>>> because in their eyes they can't get it "right".
OK...Open their eyes to a new way of seeing. Start with the higher order stuff (the higher order thinking skills)...Get them to go for that. The EXPERTS say there are four general style categories. These styles terms help us remember that artists have different reasons for creating art. These styles can be seen in artworks from different times and cultures. Expressionism - Realism - Abstraction - Fantasy . Get them to first take pride that they see things the way art experts see things. Go to the higher order stuff in Aesthetics too. Maybe one kid fits better into Expressionism - one fits better into Realism - one fits better into Abstraction - one fits better into fantasy. It is funny, but this is kind of how I designed my curriculum without even realizing it. THEN get them thinking about theories of art - get them thinking about what the EXPERTS say not what our society says is "good art". One theory is Art as Imitation (does it look real) - One theory is Art as Formal Order (do all of the P's and E's come together) - one theory is Art as Expression (does it have feeling) - and one Theory as Functional (does the work have an important message or function). Get them to realize there are different ways to view art (the EXPERTS say so - and who can question the experts?). Their work if it is not imitation must fit into one of these other theories of aesthetics. Personally, I think these theories interconnect. But try this to open their eyes before you expect all of them to try realism/art as imitation as the "right' style /theory - ALL are right. The main thing is to get them DRAWING an give them confidence. Kids start drawing at a very early age. "We" do something that makes them stop. What is it that we do? We want them to draw a certain way. I didn't "get this" until just a few years ago (at least I didn't get how to "fix" the problem when a child wasn't happy with their drawing. I never interfered with how my own son drew things - and he still draws today....and he is not an artists - he just appreciates art. He wasn't ready to LEARN the realism and such until he got to high school - that was the right time for him. Then is when he could really focus on his work and bring it home to work on. The right time reaches kids at different times in their lives.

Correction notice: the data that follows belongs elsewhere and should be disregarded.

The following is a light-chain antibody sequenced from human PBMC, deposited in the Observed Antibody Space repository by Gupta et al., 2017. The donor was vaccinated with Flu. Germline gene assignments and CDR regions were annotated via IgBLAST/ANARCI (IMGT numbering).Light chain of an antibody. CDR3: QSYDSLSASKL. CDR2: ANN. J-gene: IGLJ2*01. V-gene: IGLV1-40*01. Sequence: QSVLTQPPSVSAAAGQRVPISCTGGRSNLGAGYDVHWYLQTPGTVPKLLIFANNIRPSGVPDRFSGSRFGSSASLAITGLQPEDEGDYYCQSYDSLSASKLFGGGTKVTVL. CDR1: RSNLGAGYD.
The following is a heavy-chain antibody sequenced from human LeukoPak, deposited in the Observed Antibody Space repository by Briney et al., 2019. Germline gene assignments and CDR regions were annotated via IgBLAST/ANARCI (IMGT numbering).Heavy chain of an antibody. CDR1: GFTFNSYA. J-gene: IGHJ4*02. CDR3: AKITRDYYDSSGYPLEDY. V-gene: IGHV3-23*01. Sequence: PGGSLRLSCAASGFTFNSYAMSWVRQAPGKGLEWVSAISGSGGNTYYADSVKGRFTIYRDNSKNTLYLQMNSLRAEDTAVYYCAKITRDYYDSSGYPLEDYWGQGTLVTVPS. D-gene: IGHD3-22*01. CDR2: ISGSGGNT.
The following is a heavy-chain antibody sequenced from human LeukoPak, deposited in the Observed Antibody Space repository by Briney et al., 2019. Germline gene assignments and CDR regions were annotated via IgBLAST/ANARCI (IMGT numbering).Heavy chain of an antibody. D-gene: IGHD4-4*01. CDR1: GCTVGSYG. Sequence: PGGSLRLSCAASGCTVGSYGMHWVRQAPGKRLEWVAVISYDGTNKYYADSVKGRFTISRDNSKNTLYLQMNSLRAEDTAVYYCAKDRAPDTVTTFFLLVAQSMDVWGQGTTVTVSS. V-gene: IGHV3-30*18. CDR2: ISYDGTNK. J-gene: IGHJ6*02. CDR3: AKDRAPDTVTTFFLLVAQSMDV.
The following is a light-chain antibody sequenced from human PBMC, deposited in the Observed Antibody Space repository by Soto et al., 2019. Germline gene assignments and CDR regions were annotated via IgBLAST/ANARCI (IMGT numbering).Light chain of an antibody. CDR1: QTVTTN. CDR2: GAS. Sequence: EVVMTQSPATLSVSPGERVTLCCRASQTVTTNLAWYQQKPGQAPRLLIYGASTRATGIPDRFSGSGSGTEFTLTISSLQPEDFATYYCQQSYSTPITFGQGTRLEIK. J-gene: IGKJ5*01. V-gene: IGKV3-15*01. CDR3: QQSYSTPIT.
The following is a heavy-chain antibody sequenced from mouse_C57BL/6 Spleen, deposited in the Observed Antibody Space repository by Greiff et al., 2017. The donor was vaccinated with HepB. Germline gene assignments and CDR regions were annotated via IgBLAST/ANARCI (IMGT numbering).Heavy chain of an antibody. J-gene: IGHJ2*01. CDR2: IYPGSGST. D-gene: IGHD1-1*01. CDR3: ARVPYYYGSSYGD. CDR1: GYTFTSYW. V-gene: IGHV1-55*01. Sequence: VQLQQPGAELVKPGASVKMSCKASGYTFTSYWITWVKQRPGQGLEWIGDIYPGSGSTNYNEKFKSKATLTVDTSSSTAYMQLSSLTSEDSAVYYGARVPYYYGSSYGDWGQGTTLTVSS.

I am really glad you started this thread. It has been on my mind for a long time - but I didn't want to bring it up. Maybe others can chime in on what they do. Linda Woods has some WONDERFUL ways of dealing with kids. Do read everything she posts (and read everything Bunki and Patty post) and you will be come a much better teacher. Get kids drawing - then when they draw find ways for it to be the RIGHT way.
I hope this helps you Mike....I will try to help you more off list (Jdecker@woh.rr.com) There is a lot of mail today.
----- Original Message -----
To: ArtsEdNet Talk
Sent: Tuesday, July 22, 2003 12:46 PM
Subject: Re: caring about drawing....
Funny thing is I personally prefer less representational design stuff myself being a graphic/advertising art director, and I could weigh it more that way, but I feel I leaving out something for them espescially because they want realism. Now, sure some kids may draw :"like Patty kids" but that's only because in their eyes they can't get it "right". I like the idea of cubist connections and such. Not sure if they would buy it ,b ut I'm willing to try.
mike sacco ---